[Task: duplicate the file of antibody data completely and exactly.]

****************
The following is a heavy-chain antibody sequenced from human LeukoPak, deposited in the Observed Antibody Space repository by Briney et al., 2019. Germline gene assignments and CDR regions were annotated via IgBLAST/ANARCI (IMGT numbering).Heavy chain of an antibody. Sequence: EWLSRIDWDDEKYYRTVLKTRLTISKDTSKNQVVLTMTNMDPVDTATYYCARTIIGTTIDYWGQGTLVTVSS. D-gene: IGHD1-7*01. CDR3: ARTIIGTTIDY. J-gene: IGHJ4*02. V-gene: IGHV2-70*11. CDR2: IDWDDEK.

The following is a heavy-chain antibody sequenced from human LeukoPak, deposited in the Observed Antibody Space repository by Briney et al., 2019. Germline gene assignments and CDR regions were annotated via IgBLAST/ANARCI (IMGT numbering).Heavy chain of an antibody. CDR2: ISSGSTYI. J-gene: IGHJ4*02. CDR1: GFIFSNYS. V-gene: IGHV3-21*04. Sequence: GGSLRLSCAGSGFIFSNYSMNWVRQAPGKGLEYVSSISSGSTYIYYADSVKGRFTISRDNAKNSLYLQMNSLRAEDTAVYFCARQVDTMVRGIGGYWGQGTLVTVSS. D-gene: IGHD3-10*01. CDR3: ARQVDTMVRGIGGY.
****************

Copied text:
The following is a heavy-chain antibody sequenced from human LeukoPak, deposited in the Observed Antibody Space repository by Briney et al., 2019. Germline gene assignments and CDR regions were annotated via IgBLAST/ANARCI (IMGT numbering).Heavy chain of an antibody. Sequence: EWLSRIDWDDEKYYRTVLKTRLTISKDTSKNQVVLTMTNMDPVDTATYYCARTIIGTTIDYWGQGTLVTVSS. D-gene: IGHD1-7*01. CDR3: ARTIIGTTIDY. J-gene: IGHJ4*02. V-gene: IGHV2-70*11. CDR2: IDWDDEK.

The following is a heavy-chain antibody sequenced from human LeukoPak, deposited in the Observed Antibody Space repository by Briney et al., 2019. Germline gene assignments and CDR regions were annotated via IgBLAST/ANARCI (IMGT numbering).Heavy chain of an antibody. CDR2: ISSGSTYI. J-gene: IGHJ4*02. CDR1: GFIFSNYS. V-gene: IGHV3-21*04. Sequence: GGSLRLSCAGSGFIFSNYSMNWVRQAPGKGLEYVSSISSGSTYIYYADSVKGRFTISRDNAKNSLYLQMNSLRAEDTAVYFCARQVDTMVRGIGGYWGQGTLVTVSS. D-gene: IGHD3-10*01. CDR3: ARQVDTMVRGIGGY.